What the coronavirus relief bill means for Charlotte

What the coronavirus relief bill means for Charlotte
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Congress is set to pass a $900 billion coronavirus relief bill that includes $600 direct payments to individuals making less than $75,000 a year, along with another round of PPP for small businesses.

Axios’s Alayna Treene and Oriana Gonzalez highlighted some of the key big-picture items in the 5,593-page bill.

Why it matters in Charlotte: The bill injects money in several struggling areas that are of special interest in Charlotte and the surrounding region right now, including:

  • $25 billion in rental assistance for people who need help with everything from back rent to overdue utility payments. The federal government will disperse the money to the states, then tenants will be able to apply through local or state organizations.
  • An extension of the eviction moratorium through January 31. It had been set to expire January 1. I’ve talked to several housing advocates who work with Charlotte’s homeless population in the past week, and this was the top concern for all heading into the holidays.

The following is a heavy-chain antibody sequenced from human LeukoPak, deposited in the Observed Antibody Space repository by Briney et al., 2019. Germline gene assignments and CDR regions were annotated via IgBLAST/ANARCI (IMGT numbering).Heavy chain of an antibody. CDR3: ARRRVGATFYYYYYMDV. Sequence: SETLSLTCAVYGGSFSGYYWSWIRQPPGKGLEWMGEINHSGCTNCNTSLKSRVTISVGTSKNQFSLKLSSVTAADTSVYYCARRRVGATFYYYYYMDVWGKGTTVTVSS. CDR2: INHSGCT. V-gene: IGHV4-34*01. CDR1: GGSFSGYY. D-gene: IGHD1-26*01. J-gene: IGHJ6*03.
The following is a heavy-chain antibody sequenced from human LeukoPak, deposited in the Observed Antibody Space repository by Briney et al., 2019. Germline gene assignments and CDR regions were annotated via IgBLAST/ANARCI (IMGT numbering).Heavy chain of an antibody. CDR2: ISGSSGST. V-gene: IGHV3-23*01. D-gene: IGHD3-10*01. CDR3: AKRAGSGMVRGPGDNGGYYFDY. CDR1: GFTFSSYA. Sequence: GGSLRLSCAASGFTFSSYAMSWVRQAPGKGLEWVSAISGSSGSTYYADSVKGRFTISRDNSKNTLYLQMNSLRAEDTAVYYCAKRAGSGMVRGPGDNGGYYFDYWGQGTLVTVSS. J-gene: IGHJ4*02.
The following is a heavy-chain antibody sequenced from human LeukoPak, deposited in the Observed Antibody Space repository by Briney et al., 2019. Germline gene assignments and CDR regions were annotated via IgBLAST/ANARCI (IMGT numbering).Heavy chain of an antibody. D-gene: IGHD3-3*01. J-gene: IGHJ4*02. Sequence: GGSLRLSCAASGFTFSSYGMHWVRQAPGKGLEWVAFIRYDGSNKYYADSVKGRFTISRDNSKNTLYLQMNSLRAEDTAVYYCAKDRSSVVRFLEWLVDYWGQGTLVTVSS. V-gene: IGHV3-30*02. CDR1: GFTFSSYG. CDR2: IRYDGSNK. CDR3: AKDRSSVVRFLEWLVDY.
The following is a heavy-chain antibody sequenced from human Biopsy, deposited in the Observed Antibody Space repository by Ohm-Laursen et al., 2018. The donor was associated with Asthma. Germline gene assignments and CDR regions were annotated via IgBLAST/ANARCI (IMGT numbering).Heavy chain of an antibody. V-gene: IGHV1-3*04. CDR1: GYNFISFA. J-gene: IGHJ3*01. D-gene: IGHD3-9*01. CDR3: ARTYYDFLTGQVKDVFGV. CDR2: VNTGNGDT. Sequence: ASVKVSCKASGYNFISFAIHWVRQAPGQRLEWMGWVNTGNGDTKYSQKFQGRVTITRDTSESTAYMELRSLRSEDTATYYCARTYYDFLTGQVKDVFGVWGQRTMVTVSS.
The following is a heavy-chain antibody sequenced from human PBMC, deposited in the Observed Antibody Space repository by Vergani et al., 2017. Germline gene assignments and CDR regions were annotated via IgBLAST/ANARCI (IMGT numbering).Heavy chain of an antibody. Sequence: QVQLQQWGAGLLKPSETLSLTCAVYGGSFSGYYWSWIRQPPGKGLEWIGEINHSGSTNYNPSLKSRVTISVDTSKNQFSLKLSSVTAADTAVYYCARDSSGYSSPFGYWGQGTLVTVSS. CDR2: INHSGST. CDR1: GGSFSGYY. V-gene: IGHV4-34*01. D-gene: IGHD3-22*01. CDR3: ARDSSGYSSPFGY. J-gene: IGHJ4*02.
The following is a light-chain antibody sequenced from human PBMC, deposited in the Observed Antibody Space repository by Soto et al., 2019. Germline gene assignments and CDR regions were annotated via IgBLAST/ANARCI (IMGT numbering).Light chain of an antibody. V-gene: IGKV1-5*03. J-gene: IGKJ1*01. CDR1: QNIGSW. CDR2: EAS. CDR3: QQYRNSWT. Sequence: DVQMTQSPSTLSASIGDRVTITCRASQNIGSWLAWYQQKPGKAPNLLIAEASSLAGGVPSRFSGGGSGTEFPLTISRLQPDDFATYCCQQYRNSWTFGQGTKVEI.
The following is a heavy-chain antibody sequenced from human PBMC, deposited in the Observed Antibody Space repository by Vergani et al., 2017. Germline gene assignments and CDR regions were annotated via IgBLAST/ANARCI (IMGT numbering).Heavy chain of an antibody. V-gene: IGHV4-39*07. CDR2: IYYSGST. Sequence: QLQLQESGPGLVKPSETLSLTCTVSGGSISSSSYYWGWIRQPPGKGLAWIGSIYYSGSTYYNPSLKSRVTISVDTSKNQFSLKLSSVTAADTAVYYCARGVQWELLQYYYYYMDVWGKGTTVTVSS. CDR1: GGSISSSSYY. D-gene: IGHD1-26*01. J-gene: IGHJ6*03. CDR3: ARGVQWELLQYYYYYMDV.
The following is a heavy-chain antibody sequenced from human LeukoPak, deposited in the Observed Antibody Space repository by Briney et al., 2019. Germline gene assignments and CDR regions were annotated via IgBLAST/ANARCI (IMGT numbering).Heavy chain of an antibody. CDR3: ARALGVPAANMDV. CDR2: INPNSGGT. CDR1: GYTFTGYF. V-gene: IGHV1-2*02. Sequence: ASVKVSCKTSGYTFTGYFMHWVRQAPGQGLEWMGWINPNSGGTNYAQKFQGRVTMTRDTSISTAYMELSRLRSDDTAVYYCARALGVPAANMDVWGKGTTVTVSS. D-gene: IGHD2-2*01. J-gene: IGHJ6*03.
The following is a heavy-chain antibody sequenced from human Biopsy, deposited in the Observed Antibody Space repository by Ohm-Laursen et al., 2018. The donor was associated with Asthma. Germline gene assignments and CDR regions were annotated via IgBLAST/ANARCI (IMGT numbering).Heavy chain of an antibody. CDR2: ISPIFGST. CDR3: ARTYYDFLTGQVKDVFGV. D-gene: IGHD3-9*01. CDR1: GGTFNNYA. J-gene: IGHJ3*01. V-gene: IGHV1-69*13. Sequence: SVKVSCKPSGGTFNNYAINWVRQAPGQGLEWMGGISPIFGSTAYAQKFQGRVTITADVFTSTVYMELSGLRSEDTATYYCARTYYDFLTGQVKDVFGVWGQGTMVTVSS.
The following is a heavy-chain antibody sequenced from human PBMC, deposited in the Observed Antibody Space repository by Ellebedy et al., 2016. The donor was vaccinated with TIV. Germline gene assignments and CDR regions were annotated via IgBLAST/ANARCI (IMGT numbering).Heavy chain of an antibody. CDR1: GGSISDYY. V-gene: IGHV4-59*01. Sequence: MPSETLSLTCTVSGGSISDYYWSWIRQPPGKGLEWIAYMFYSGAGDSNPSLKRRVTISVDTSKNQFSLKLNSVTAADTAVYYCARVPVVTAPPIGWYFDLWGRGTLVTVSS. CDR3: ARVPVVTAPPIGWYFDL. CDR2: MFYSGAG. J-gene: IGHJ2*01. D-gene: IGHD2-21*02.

• $13 billion in SNAP and child nutrition benefits, which is no doubt welcome news to the people Katie talked to for her Sunday story on the city’s growing hunger crisis.

Between the lines: Among those most relieved are people who work in live music. The bill includes $15 billion for live venues, independent movie theaters, and cultural institutions.

  • It’s been a brutal year for these venues, who have been “in the emergency room,” since March, Neighborhood Theatre owner Gregg McCraw told me earlier this year. Many took to crowdsourcing campaigns to limp along, and MusicEverywhereCLT has spun up several creative initiatives ways to bring them income.
  • Now true relief may be here soon, and that is, “a beautiful sight to be seen,” Evening Muse owner Joe Kuhlmann posted on Facebook. “Hug ’em all, Christmas came early.”

Yes, but: The bill doesn’t include federal recognition for the Lumbee Tribe. Based in Robeson County, the largest tribe east of the Mississippi has been aching for the recognition for more than a century. And with Congressman Dan Bishop pushing for it, and support from both President Trump and President-elect Joe Biden, it seemed like this was the year. But it isn’t.

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  • “It is with a heavy heart that I inform you we have not been successful,” tribal chairman Harvey Godwin Jr. wrote, adding, “I can assure you this is not the final word on Lumbee Recognition.”

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